CS 333: Assignment #1

C Programming

For this assignment, you will write a few simple C programs to experiment with data types, memory access, arrays, and memory management. The intention is to break stuff, so have fun.


Please use the command line on a terminal/xterm to compile and run your programs. You can use the Terminal program, or start up X-windows by typing xterm in a Terminal window.

You may use whatever editor you want. I recommend learning emacs or XCode, although some folks like Eclipse. TextWrangler is also fine.

For all of these C programs, your code should have the following form.

A comment with your name and a short description of the program

#include <stdio.h>
#include <stdlib.h>

int main(int argc, char *argv[]) {

  // your stuff here


To compile a C program, use gcc. The -o option lets you specify the name of the executable. To run your executable, type it's name on the command line. You may need to put a ./ in front of the name to tell the shell to look in the current directory for the executable.

$  gcc -o myexec  mycfile.c
$  ./myexec

  1. Memory access: write a program that declares a variable of each of the basic types (char, short, int, long, double) and assigns each one a value (your choice). Declare an unsigned char * and then go through each data type and look how it is stored in memory. You may want to use the sizeof function to control the for loop. Calling sizeof(double), for example, returns the number of bytes used for a double.

    You can do this by first taking the address of each variable, casting it to a unsigned char *, and assigning it to your unsigned char * variable. For example:

    int ai = 0x01234567;
    unsigned char *ptr;
    ptr = (unsigned char*)&(ai);
    Then you can loop through the char pointer, treating it as an array. The function sizeof returns the number of bytes in a data type.

    Note how the data is stored in memory. Is the machine you are using a big-endian or little-endian machine?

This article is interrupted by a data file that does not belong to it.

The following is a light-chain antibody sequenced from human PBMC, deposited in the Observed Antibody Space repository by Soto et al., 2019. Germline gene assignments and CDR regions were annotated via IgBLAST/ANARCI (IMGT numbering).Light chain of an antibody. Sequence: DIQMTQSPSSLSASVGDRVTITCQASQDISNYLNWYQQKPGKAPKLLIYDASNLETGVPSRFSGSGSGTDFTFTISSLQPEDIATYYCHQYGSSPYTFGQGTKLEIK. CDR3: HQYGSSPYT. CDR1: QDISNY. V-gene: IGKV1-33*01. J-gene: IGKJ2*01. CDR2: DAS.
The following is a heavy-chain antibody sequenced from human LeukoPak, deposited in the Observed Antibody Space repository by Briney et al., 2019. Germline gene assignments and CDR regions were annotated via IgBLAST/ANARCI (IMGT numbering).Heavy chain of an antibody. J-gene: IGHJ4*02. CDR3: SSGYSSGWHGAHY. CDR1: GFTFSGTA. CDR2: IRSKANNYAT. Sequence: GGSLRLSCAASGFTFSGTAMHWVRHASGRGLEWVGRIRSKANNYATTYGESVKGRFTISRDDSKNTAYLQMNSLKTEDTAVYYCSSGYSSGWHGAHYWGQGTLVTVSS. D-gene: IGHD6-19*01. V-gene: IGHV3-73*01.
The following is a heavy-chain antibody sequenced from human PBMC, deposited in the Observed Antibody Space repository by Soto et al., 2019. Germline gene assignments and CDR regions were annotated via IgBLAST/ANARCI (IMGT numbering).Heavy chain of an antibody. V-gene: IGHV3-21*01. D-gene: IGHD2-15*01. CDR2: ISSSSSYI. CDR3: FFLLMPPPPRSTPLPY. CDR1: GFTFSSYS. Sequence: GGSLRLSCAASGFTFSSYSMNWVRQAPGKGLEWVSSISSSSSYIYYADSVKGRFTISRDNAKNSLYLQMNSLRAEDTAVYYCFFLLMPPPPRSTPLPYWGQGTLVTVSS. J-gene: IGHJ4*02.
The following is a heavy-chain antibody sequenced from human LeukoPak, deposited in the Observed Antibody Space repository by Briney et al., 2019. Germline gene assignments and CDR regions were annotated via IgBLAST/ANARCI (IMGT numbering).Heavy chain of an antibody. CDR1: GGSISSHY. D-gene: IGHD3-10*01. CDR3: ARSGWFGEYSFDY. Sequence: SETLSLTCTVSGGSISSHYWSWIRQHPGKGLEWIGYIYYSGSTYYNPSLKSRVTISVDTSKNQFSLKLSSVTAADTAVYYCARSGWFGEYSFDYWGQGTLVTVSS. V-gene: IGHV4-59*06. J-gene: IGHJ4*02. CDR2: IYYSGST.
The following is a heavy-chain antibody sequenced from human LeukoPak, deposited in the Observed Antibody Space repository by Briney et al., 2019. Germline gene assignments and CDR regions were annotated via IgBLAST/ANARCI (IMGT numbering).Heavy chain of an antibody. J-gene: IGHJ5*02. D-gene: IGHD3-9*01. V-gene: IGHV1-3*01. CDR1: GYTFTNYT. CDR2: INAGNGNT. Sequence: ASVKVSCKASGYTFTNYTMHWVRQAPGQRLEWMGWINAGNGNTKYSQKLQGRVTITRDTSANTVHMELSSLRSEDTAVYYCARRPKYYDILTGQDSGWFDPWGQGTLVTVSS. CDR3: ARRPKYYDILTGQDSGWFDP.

2. Make a program that declares and assigns some variables. Have the last variable you declare be an unsigned char *.

    Give the unsigned char * the address of itself. Then write a for loop that prints out and accesses memory in sequence using the unsigned char * from index zero onwards with no stopping condition (ok, start by printout out only the first 100 bytes or so). The only statement in the for loop should be a print statement showing the current index and the by byte currently accessed by the unsigned char *. Be sure to put a newline at the end of the print format string so the information is flushed to the screen (try it without a newline and see the difference).

    Run the program and see how much memory you can access. What happens at the end of the process? Can you find the other variables?

  3. Write a program that repeatedly allocates a small amount of memory in a loop that goes on for a long time. Just use a single variable to point to the memory (this is very bad, but it makes a good example). Using the terminal command top, watch the memory requirements for your program grow.

    Now add a free statement to the loop that frees the memory you just created. Then watch your memory requirements using top

  4. Using the typedef statement, make a struct that has 3-4 different variables (including some char and short types). Set up the structure so it should use an odd number of bytes.

    Write a program that allocates one of these structures. Then use the unsigned char * trick to look at how the memory is laid out. Does the sizeof result match your expectation? Are there any gaps in the way the fields of the structure are laid out?

  5. Demonstrate how, by passing a string that is slightly too long to a function, you can overwrite a decision variable within the function if the function uses strcpy to copy the parameter to a local character array of fixed length. Make it a clear demonstration by having the function print out safe if the decision variable has the value 0 and hacked if the decision variable is non-zero.



The writeup for each project should be a brief summary of what you did along with some code examples, terminal output, or screen shots, depending upon the assignment. Please organize the writeup as follows.

  1. Title of the project and your name
  2. An abstract describing what you did in 200 words or less.
  3. A brief description of code you wrote.
  4. Results.
  5. A brief description of what you learned.


Make your writeup for the project a wiki page in your personal space. If you have questions about making a wiki page, stop by my office or ask in class.

Once you have written up your assignment, give the page the label:


You can give any page a label when you're editing it using the label field at the bottom of the page.

Do not put code on your writeup page or anywhere it can be publicly accessed. To hand in code, mount the Courses volume and put your code in the private subdirectory under your user name. If your directory is not there, email the code to the prof.

To mount the Courses volume (and your Personal volume), use the following URLs.